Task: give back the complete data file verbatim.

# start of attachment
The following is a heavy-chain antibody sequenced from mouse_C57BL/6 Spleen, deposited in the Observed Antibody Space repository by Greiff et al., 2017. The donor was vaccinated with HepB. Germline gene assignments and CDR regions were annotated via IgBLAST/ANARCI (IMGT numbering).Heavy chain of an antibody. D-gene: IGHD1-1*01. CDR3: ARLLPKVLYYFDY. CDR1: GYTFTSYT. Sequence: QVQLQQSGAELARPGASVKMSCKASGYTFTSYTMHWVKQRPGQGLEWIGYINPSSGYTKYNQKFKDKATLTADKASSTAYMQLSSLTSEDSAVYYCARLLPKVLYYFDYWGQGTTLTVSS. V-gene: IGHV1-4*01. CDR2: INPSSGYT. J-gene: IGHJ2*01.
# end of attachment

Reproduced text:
The following is a heavy-chain antibody sequenced from mouse_C57BL/6 Spleen, deposited in the Observed Antibody Space repository by Greiff et al., 2017. The donor was vaccinated with HepB. Germline gene assignments and CDR regions were annotated via IgBLAST/ANARCI (IMGT numbering).Heavy chain of an antibody. D-gene: IGHD1-1*01. CDR3: ARLLPKVLYYFDY. CDR1: GYTFTSYT. Sequence: QVQLQQSGAELARPGASVKMSCKASGYTFTSYTMHWVKQRPGQGLEWIGYINPSSGYTKYNQKFKDKATLTADKASSTAYMQLSSLTSEDSAVYYCARLLPKVLYYFDYWGQGTTLTVSS. V-gene: IGHV1-4*01. CDR2: INPSSGYT. J-gene: IGHJ2*01.